Tag Archives: Clothing

A New Skirt for May

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Dearest Sultana,

I think I have told you previously that May is a very girly kind of girl. She loves princesses and fairies and pink and blue. Much of her wardrobe is in various shades of those colours. When I try to buy other colours, she outright refuses to wear them.

skirt for may

Her favourite thing to wear is a long skirt Read the rest of this entry

Natural Patchwork by Suzoko Koseki

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Dearest Sultana,

Here’s a book I recently got out from the library.

Natural Patchwork

Natural Patchwork by Suzoko Koseki

This was a lovely book about patchwork projects. Her work is quite organic and inspired by nature.

What I like most of it is her use of vintagey fabrics in muted colours. She says that her grandmother disassembled many of her childhood things, clothes, cloth toys, favourite stuffed animals… When I read this I was reminded of my own grandmother who was quite the crafter, she was excellent at dressmaking and always busy crocheting. Even when her fingers became crooked from age, she always had projects going on. And she was so fast! She could make me a bunch of crocheted grapes in under five minutes.

She would sometimes disassemble her own clothes and make them into daster (Indonesian house dress) for me. Even though the colours were rather muted, the fabric was always so soft and lovely to wear.

My own mother also likes to save our old clothes, although, not to disassemble. She only saves the better ones and passes them down. I have a jacket that was once mine and has been passed down to both my sisters and is now worn by May. That jacket has so much memory in it. When May wears it, I sometimes tell her of my childhood stories when I was her age in that jacket.

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I like Suzoko Koseki’s grandmother’s idea though. Instead of soft toys and millions of old clothes taking up precious storage space (I’m a bit of a hoarder), disassembling and reusing these pieces can produce beautiful meaningful new creations with childhood memories intact. I think I might just do that. I will keep a few of the girls better clothes and give the rest a new lease of life. What a clever solution to my storage problem and my hoarding instincts.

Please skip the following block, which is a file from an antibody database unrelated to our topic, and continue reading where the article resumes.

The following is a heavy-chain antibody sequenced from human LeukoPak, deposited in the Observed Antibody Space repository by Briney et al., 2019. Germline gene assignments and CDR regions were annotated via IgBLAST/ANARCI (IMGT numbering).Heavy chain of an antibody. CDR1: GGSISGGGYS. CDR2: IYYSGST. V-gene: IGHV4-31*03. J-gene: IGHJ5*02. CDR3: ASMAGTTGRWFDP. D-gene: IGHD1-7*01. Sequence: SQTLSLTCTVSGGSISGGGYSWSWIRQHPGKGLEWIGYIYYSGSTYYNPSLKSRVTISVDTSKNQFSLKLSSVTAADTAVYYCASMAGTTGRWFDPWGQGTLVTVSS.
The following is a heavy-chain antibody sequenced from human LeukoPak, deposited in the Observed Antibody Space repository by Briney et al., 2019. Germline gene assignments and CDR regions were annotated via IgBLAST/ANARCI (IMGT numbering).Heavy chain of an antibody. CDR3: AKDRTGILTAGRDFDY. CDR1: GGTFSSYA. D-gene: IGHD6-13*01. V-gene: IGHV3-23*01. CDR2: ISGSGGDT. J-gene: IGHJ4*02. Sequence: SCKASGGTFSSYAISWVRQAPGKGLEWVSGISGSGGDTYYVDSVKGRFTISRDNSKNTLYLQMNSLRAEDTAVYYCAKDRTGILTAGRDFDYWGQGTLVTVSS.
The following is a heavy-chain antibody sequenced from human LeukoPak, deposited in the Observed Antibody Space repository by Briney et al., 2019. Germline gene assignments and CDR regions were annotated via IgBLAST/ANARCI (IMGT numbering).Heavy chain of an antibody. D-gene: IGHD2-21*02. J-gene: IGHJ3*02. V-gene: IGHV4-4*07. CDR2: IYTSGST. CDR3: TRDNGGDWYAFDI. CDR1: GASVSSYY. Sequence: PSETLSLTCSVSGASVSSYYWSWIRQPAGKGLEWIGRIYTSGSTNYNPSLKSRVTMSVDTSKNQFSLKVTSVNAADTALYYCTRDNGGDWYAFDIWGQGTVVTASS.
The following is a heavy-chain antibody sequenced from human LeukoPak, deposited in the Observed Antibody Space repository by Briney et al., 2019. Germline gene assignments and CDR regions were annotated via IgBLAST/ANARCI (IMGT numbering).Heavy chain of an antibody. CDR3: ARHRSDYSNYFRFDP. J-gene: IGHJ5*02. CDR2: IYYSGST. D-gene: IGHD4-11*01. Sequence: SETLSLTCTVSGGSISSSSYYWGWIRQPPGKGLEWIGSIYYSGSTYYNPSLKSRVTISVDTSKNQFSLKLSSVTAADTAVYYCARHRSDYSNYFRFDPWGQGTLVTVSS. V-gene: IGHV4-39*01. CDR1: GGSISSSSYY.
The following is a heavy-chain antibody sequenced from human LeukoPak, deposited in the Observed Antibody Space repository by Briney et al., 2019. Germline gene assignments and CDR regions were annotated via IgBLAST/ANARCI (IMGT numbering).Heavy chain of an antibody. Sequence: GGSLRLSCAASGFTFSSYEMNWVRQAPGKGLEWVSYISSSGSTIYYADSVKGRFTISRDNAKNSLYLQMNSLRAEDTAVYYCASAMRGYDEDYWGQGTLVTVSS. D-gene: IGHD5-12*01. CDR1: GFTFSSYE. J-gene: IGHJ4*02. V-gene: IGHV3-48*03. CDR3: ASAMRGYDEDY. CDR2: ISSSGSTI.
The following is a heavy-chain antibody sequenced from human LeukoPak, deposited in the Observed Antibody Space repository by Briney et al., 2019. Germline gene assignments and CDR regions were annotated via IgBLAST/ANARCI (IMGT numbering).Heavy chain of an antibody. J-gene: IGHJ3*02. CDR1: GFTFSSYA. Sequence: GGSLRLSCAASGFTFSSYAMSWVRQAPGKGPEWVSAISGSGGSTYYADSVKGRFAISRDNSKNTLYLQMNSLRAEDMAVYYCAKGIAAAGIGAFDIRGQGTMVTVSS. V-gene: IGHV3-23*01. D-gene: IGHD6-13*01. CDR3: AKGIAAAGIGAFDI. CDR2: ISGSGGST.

Another good tip she gave was when assembling the patchwork pieces instead of cutting the fabric neatly with scissors, snip a bit and tear the rest, this will give it a softer edge which will go nicely with more muted colours. Also, don’t throw away any scrap, everything can be used again. Even thin strips and irregular little shapes. The difficulty in these shapes is what can inspire new creations.

Some great tips in this book, and the whole book sets a sort of nostalgic mood and makes me feel that although vibrant rich new fabrics are definitely great (and drool worthy), there is value in the understated and everyday bits of fabric as well.

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Making Elephant Hair Clips

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Dearest Sultana,

While I was getting all excited about all the applique pieces I’ll be making for my Christmas gifts, I came across some remnant fabric from June’s winter daster (night gown). It has cute pink elephants as its pattern and I thought this is something easy enough to iron on to some iron on fusible, stitch over heavier fabric and glue onto a hair clip.

Elephant Hair Clips

My two girls are very girly, they love dresses, necklaces, hair clips and all sorts of accessories. And those things are expensive! I mean seriously expensive. A few simple clips can easily top $7! And for something nicer, most are in the $10-15 region. There’s just no way I’m spending so much money on something that with a little effort I can make myself.

My biggest obstacle was finding alligator clips. I thought they should be easily found at any $2 Shop but couldn’t find any. I put this idea on the back burner for awhile but recently stumbled across this awesome webshop (DIY Craft Shop) . And they have everything I was looking for and more. So I got those alligator clips (at a very reasonable price too) and some ribbons. There are an awful lot to choose from.

I readied my elephants, ironed them onto fusing, cut out and free form sewed  them onto some sturdier fabric, cut it out and hot glued onto alligator clips. I lined the clips with ribbon to make them look tidier and so that the elephant will stick better.

Elephant fabric

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That’s it. If I find some other cute designs in my fabric stash I will probably make some more of these. I like how they are so easy and yet one of a kind. I’m planning to make some other styles of hair clips now that I’ve got a good supply of alligator clips.

Here are some flower hair clips. I made these flowers last year for decoration for May’s Princess Birthday Party. I’ll show you how these were made next time I get my hands on some satin fabric.

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